Frédéric Boutet: One Blackmail (part one)
A Few Blackmails
Tall and lithe, svelte in her perfect but simple tailoring, Marie-Anne d’Hauberive leant standing against the mantelpiece of her little sitting room. She had been going out for her morning walk, when the chambermaid presented the visiting card, of one who insisted he would wait.
Entered a small man, fat and old, whose face was shaven and whose eyes were sharp and chill under his round-lensed spectacles. He advanced smiling, obsequious, bowing at each step, much at his ease.
“Very honored I am, madame,” he began, when the chambermaid had closed the door.
With calm disdain Mme d’Hauberive interrupted.
“What do you have to say to me?” She stood aloof, holding his card between her fingers. “Who are you?”
“Read my card, madame. Take care. M. Mathieu, man of affairs. Yes, I permitted myself to indicate I had come for the good works of the rue Raynouard… I think I had no hope of being received otherwise, would you say? It is a little old, but we imagine you have not forgotten…”
No shadow passed over the beautiful, scornful face of Marie-Anne d’Hauberive.
“I do not understand you.”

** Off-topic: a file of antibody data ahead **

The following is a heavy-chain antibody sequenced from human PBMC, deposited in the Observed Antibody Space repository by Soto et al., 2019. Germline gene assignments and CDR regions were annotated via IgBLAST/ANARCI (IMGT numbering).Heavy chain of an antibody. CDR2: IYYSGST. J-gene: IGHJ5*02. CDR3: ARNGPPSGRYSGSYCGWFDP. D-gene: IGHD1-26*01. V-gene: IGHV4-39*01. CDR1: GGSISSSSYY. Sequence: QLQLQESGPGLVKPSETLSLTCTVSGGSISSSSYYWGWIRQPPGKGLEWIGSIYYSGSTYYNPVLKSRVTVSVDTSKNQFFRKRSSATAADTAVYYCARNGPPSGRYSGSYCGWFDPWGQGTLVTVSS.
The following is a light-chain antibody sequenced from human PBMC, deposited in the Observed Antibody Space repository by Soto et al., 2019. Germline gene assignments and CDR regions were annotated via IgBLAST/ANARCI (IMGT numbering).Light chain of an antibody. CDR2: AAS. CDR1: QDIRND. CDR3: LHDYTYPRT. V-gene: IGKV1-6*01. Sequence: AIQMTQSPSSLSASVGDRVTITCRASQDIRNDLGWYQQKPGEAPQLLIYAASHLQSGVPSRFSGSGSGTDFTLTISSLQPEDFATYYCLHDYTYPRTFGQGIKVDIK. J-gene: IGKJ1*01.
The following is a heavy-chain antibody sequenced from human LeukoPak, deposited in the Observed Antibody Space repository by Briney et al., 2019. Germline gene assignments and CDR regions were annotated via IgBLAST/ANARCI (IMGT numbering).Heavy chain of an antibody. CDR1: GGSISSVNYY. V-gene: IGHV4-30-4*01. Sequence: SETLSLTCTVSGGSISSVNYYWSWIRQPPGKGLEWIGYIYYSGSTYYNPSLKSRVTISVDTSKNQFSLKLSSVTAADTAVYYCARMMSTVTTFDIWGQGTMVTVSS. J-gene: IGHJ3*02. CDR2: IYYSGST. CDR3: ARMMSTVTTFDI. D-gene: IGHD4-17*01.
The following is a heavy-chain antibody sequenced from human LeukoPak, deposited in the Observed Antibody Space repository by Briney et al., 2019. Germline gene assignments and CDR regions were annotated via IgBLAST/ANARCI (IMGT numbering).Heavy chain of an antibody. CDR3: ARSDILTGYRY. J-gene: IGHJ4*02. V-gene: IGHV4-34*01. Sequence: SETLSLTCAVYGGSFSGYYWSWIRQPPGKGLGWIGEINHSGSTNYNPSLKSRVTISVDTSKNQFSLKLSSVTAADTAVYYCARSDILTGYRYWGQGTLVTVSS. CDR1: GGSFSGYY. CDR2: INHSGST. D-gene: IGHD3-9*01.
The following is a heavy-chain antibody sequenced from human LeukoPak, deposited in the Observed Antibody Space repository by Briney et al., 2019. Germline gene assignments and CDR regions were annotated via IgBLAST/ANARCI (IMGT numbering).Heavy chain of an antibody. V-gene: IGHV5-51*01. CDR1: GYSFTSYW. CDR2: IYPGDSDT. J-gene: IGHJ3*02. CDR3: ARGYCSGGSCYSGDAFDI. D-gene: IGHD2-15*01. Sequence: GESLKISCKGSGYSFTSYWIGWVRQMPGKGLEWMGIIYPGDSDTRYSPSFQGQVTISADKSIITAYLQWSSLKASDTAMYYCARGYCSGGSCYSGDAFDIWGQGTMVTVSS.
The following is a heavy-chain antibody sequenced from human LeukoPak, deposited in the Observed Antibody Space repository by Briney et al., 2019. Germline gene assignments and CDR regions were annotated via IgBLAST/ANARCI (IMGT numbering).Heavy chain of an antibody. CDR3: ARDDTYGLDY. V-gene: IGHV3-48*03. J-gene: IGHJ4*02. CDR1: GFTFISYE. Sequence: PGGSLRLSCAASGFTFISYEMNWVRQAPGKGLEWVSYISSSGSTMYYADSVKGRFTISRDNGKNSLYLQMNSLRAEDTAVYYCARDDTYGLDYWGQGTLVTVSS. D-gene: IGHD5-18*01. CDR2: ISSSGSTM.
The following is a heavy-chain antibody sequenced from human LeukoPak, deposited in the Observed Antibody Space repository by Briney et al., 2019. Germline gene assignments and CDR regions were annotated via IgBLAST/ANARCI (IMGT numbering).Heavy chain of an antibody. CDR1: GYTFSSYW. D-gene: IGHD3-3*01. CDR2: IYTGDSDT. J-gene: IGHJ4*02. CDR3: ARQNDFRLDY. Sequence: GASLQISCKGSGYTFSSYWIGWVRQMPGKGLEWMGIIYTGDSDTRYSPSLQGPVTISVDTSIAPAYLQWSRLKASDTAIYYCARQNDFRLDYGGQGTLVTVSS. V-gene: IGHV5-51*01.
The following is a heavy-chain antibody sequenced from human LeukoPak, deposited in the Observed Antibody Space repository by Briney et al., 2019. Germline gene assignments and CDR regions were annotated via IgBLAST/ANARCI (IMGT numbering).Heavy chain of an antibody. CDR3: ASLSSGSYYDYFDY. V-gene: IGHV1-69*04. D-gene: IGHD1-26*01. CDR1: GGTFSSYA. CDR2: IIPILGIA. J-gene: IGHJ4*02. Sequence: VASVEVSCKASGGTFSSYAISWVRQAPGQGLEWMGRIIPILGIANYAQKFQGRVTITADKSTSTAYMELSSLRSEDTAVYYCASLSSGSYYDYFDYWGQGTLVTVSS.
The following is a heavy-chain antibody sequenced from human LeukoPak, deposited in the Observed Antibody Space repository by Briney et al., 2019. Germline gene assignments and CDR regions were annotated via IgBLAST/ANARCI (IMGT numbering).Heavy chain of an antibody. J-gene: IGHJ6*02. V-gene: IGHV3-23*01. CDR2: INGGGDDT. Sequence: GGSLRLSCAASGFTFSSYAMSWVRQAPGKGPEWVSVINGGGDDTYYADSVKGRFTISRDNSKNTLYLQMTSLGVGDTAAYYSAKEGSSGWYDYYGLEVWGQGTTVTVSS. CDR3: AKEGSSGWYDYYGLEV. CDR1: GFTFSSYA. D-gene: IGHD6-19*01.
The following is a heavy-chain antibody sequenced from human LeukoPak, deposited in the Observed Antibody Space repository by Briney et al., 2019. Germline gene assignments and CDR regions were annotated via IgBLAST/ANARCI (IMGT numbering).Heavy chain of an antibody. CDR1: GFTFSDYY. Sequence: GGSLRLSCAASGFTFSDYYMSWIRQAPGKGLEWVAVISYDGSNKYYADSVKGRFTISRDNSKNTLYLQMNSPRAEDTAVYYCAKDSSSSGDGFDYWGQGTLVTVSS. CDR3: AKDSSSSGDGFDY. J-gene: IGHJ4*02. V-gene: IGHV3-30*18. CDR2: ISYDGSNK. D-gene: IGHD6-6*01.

“No. For if you understood me, you would not have me in your parlor. But I will come to the aid of your memory. I permit myself this, too. No one can hear us? Of course M. d’Hauberive will not dare enter your rooms without begging your leave. I put before you the confidential and delicate… It is a disobliging thing for a queen of beauty and high society, to be sure… But the reason, to be precise…shall we go back more than fifteen years? More than fifteen years, perhaps eighteen, perhaps twenty… When you still called yourself Mlle Marie-Anne Belléve, daughter of President Belléve… Yes, you had frequented the rue Raynouard, you remember it yourself, now, don’t you? You’d had the misfortune in childhood to lose Madame your mother. Monsieur your father, occupied by the duties of his office, saw little of you. Your governess obeyed you without a word, because she dreaded you, because it was her living and you gave her generous gifts… And you, going out in the world, met Jacques Piétry, a young man, a colonial… He was very handsome, very interesting, energetic, strong…his explorations in Africa had made him a near celebrity… My God! The souls of young girls are enthusiastic, and yours, always so proud, so independent… So natural for you, meeting for the first time a man who seemed worthy… But, in short, for nearly a year you went to see him, in his little house on the rue de Raynouard… You remember, you had gone there almost every day…sometimes you arrived by the Passage des Eaux. You entered in secret, he had given you a key…